Residential Permitting




All consultations take place at Residential Plan Review.

Reviewers provide free 20 minute in-person consultations for residents who want help with general questions about their project. Even though you can’t submit your permit application to a reviewer, having a consultation saves time and helps make the permitting process easier.

For more specific issues regarding your project, consider scheduling a paid consultation.

How can I prepare for my consultation?

We suggest preparing some information about your deck ahead of time to share with the reviewer during your consultation. This information allows the reviewer to tell you what permits you’ll need to finish your project. Follow these steps to make the most out of your consultation.

1. Be prepared to answer these questions about your project:

  • What is the address where your deck will be built?
  • Is your deck:
    • attached to your home?
    • accessible by a door?
    • smaller than 200 square feet?
    • built in a floodplain?
    • 30 inches or more above ground?
    • covered or uncovered?
    • going to need electricity?
    • near a tree greater than 19 inches in diameter?

The project scoping worksheet can help you collect this information. You can also bring the worksheet to your consultation to help save time.

2. If possible, bring your property survey.

Your property survey, also called a cadastral survey, isn’t required during the consultation, but will show the reviewer whether or not you can move forward with your project as planned. Property surveys give reviewers insight into details like: setbacks, easements, and impervious cover.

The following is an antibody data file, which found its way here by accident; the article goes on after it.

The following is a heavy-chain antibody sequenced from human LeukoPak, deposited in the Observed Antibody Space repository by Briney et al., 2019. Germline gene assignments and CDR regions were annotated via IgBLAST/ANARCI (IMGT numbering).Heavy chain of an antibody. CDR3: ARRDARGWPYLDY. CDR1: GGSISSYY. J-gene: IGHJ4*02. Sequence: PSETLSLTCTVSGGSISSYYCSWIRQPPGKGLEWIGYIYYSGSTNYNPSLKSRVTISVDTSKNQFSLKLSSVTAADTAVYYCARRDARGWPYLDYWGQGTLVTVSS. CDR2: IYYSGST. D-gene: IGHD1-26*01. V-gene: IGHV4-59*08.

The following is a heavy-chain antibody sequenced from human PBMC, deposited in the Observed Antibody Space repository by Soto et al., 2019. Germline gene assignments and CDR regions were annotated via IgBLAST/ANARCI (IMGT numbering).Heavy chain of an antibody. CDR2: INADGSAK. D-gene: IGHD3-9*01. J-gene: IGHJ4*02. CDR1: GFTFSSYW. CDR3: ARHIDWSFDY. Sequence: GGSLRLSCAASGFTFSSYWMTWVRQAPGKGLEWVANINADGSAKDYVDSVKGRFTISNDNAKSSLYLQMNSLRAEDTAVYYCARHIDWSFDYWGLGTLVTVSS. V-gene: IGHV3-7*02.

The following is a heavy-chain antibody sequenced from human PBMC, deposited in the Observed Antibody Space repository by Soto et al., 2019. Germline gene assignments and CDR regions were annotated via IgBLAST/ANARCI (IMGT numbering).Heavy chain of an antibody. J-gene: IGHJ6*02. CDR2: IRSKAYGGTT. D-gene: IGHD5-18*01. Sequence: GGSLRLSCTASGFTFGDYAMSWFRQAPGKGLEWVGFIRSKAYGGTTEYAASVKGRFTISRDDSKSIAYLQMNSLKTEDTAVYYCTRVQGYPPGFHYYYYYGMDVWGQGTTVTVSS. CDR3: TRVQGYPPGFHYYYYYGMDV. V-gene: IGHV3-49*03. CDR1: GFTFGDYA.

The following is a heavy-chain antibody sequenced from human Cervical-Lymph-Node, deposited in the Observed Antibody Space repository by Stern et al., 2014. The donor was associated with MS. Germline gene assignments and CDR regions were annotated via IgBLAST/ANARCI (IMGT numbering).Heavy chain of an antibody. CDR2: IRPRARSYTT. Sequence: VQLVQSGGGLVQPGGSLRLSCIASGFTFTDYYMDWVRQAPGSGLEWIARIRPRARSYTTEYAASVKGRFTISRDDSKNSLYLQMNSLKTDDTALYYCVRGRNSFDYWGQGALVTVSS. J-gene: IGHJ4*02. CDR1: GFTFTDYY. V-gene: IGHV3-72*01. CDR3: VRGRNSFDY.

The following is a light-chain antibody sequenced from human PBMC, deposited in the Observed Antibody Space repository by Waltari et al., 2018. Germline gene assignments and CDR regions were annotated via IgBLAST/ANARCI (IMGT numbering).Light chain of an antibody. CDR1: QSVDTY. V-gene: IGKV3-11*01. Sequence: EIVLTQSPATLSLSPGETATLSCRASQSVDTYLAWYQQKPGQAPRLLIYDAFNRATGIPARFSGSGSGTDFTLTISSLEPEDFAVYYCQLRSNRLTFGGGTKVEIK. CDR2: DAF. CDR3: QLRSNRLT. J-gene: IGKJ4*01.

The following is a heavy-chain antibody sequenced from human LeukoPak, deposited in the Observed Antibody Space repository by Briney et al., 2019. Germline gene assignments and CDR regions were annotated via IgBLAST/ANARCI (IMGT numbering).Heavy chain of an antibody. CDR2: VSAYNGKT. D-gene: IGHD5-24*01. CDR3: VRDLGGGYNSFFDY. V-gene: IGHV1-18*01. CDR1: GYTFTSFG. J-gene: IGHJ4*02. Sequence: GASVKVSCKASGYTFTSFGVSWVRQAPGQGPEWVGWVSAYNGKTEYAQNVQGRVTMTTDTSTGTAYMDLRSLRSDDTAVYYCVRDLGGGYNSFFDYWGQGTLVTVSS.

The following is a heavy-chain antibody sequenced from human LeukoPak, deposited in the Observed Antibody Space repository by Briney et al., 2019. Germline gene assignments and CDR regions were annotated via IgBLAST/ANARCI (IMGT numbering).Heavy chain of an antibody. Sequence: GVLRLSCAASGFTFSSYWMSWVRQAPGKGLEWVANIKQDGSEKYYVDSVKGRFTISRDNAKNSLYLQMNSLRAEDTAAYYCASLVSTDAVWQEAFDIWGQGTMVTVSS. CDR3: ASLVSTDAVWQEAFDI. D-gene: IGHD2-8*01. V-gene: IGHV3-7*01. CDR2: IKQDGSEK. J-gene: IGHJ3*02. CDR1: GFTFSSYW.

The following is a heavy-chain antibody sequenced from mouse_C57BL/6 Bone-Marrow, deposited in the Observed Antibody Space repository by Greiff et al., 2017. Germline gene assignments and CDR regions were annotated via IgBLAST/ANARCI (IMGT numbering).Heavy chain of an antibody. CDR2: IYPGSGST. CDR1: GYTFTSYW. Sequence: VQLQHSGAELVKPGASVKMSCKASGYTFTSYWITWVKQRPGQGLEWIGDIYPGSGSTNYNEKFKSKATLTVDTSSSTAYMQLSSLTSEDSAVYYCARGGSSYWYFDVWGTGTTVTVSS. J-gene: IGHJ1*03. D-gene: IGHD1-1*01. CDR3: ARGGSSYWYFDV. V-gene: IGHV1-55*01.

What is a property survey?

A map drawn by a licensed surveyor after measuring a piece of land to show its area, boundaries, contours, elevations, improvements, and relationship to the surrounding land. Learn more

What if I don’t have my survey?

You probably received your survey when you purchased your home if you bought it after 1980. If you can’t find it, or you don’t remember getting it, check with your:

  • home lender or the title company from your original purchase,
  • neighbors to find out where they got theirs,
  • or, your surveyor to get a new survey.

You can find a surveyor through the The Texas Board of Professional Land Surveying.

3. Draw a few simple sketches of your deck and property.

Sketches give reviewers a clear picture of your project and help them determine if you can continue with your project as planned. Please bring two simple sketches of the floor plan and plot plan to your consultation. These sketches don’t have to perfect drawings, but they should give the reviewer enough information so they can see the following:

Where will the deck be on your property?

Sketch the layout of your property and show any existing structures including your home, pool, shed, driveway, etc. If possible, include estimated square footage or dimensions of the items on your property.

What will your deck look like?

Sketch the deck you will build and include its dimensions. Be sure to show it in relation to your home, where it will attach to your home (if it will), and any doors that will open onto the deck.

See examples of project sketches.

How do I sign up for a free in-person consultation?

All consultations take place at Residential Plan Review.

There are two ways to sign up for your free 20 minute in-person consultation:

Read more about how to sign up for a free 20 minute consultation.

Remember to leave enough time for this process. Residential Plan Review can get very busy and wait times can be an hour or longer. We recommend signing up on the QLess website or arriving as close to opening time as possible to sign up in person.

If you need more help, you can schedule a 1 hour paid consultation to discuss project-specific questions with a reviewer. Use this form to request a paid consultation.

After your consultation, feel free to return to the next section for further assistance on preparing your application.